Appeal from the District Court of Stark County, Southwest Judicial District, the Honorable Dann E. Greenwood, Judge.
Thomas A. Gehrz, Dickinson, N.D., for plaintiff and appellee.
Thomas F. Murtha IV, Dickinson, N.D., for defendant and appellant.
Lisa Fair McEvers, Daniel J. Crothers, Dale V. Sandstrom, Carol Ronning Kapsner, Gerald W. VandeWalle, C.J.
[¶1] Kyle Lynn Baxter appeals from a criminal judgment entered on a conditional plea of guilty to refusal to submit to an onsite screening or chemical test. Because we conclude the criminal refusal statutes do not violate Baxter's rights under the Fourth Amendment and N.D. Const. art. I, § 8, the unconstitutional conditions doctrine, or the due process clause, we affirm.
[¶2] On November 21, 2013, a Stark County deputy sheriff pulled over Baxter's vehicle in Dickinson after observing the vehicle with frost on the windshield weaving, being driven in the opposite lane of traffic, and almost hitting the curb. The deputy noticed a very strong odor of alcohol on Baxter and that he was lethargic and slow to respond to questions. After Baxter failed a field sobriety test, the HGN test in which he " [s]cored six out of the possible six clues," the officer read him the implied consent advisory and asked him to take an onsite screening test with an Intoximeter. Baxter refused. The deputy placed Baxter under arrest, took him to the law enforcement center, again read him the advisory, and asked him to take a chemical test. Baxter again refused.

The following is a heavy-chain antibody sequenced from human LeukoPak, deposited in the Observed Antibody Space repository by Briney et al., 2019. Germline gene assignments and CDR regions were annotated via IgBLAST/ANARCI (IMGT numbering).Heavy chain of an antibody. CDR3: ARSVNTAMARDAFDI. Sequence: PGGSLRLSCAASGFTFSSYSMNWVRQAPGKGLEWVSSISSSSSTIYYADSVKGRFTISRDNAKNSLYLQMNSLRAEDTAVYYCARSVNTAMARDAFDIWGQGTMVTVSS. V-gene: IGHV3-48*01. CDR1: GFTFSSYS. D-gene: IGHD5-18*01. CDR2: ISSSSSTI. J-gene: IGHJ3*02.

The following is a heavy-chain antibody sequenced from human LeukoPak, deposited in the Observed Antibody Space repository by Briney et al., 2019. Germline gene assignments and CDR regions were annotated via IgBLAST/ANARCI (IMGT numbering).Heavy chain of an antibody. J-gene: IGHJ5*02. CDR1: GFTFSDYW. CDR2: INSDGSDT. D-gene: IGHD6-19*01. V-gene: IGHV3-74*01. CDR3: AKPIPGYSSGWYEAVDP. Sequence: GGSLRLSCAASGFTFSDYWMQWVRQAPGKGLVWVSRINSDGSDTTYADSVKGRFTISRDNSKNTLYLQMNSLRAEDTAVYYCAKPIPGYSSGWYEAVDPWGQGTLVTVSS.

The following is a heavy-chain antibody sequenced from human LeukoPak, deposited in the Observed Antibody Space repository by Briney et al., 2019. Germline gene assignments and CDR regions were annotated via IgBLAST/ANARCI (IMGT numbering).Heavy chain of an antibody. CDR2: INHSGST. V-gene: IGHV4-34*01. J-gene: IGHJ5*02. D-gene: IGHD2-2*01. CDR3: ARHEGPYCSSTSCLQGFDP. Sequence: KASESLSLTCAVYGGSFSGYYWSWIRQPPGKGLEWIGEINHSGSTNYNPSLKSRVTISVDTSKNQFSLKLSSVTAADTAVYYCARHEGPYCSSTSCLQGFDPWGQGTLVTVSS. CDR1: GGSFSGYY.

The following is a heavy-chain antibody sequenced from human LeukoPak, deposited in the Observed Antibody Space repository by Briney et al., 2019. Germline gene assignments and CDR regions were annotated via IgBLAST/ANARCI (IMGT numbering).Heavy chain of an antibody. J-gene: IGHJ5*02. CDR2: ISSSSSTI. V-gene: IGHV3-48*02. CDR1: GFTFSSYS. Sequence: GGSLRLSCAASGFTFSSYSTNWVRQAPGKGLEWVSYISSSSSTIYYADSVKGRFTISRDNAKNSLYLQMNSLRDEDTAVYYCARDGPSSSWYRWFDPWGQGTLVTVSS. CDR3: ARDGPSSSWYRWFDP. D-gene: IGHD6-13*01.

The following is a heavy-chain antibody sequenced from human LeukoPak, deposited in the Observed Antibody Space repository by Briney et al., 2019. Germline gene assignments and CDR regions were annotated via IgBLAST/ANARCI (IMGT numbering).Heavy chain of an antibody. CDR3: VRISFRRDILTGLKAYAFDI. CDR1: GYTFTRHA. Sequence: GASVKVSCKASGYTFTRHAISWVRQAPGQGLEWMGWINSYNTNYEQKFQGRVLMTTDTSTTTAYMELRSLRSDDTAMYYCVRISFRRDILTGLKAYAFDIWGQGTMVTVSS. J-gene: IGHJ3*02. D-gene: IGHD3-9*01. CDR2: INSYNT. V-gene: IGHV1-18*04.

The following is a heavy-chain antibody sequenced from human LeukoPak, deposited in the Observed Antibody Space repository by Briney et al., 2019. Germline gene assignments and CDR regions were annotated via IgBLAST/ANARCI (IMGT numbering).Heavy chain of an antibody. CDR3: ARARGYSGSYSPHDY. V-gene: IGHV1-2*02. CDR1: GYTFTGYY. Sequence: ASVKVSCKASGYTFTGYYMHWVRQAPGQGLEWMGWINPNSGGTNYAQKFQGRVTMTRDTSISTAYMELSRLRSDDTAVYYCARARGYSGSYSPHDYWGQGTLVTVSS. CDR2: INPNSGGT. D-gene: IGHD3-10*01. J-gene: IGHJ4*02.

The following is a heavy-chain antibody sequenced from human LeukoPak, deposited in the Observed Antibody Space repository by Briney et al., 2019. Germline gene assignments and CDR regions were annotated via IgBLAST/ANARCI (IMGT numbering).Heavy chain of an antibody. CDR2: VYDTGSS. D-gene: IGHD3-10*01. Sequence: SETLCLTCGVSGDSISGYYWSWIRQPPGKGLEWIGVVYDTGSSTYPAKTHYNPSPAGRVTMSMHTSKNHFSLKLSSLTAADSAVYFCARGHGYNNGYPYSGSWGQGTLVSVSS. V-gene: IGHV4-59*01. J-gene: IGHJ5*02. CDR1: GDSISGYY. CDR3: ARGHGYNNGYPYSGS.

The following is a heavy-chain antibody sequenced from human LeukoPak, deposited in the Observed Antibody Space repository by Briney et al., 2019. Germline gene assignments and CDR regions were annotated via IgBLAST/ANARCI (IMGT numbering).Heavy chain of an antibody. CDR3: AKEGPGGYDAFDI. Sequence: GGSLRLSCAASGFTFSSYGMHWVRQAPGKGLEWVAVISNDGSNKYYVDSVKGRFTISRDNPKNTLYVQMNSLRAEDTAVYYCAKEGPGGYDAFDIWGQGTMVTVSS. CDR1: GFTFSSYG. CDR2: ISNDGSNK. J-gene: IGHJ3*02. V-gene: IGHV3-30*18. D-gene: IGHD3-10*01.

[¶3] Baxter was charged with refusing to submit to an onsite screening or chemical test in violation of N.D.C.C. § 39-08-01(1)(e). Baxter moved to suppress evidence, arguing the criminal refusal statutes violate his rights under the State and Federal Constitutions. The district court rejected Baxter's arguments and denied the motion. Baxter conditionally pled guilty under N.D.R.Crim.P. 11(a)(2), reserving the right to appeal the court's order denying his motion to suppress.
[¶4] Baxter argues the criminal refusal statutes violate his rights under the Fourth Amendment and its state counterpart, the unconstitutional conditions doctrine, and the due process clause.
[¶5] In Beylund v. Levi, 2015 ND 18, ¶ 17, 859 N.W.2d 403, we explained:
The determination whether a statute is unconstitutional is a question of law, which is fully reviewable on appeal. All regularly enacted statutes carry a strong presumption of constitutionality, which is conclusive unless the party challenging the statute clearly demonstrates that it contravenes the state or federal constitution. Any doubt about a statute's constitutionality must, when possible, be resolved in favor of its validity. The power to declare a legislative act unconstitutional is one of the highest functions of the courts, and that power must be exercised with great restraint. The presumption of constitutionality is so strong that a statute will not be declared
unconstitutional unless its invalidity is, in the court's judgment, beyond a reasonable doubt. The party challenging the constitutionality of a statute has the ...